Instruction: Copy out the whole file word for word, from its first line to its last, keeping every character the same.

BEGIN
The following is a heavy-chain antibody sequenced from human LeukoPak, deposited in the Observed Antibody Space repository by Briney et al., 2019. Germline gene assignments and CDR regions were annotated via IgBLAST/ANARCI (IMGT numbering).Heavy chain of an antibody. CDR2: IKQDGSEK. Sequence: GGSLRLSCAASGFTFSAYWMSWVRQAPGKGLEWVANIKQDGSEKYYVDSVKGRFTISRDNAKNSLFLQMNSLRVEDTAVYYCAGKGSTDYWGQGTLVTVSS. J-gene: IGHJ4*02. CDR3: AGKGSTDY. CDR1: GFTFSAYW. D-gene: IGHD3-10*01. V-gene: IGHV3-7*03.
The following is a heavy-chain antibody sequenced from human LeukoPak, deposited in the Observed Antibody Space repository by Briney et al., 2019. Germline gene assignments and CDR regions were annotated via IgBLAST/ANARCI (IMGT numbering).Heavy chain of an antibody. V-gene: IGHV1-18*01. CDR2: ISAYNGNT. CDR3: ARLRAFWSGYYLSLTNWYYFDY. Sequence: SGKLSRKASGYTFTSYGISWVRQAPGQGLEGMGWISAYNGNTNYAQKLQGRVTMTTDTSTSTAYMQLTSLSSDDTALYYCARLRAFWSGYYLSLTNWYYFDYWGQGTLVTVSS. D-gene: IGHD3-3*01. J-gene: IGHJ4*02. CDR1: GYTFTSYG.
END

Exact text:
The following is a heavy-chain antibody sequenced from human LeukoPak, deposited in the Observed Antibody Space repository by Briney et al., 2019. Germline gene assignments and CDR regions were annotated via IgBLAST/ANARCI (IMGT numbering).Heavy chain of an antibody. CDR2: IKQDGSEK. Sequence: GGSLRLSCAASGFTFSAYWMSWVRQAPGKGLEWVANIKQDGSEKYYVDSVKGRFTISRDNAKNSLFLQMNSLRVEDTAVYYCAGKGSTDYWGQGTLVTVSS. J-gene: IGHJ4*02. CDR3: AGKGSTDY. CDR1: GFTFSAYW. D-gene: IGHD3-10*01. V-gene: IGHV3-7*03.
The following is a heavy-chain antibody sequenced from human LeukoPak, deposited in the Observed Antibody Space repository by Briney et al., 2019. Germline gene assignments and CDR regions were annotated via IgBLAST/ANARCI (IMGT numbering).Heavy chain of an antibody. V-gene: IGHV1-18*01. CDR2: ISAYNGNT. CDR3: ARLRAFWSGYYLSLTNWYYFDY. Sequence: SGKLSRKASGYTFTSYGISWVRQAPGQGLEGMGWISAYNGNTNYAQKLQGRVTMTTDTSTSTAYMQLTSLSSDDTALYYCARLRAFWSGYYLSLTNWYYFDYWGQGTLVTVSS. D-gene: IGHD3-3*01. J-gene: IGHJ4*02. CDR1: GYTFTSYG.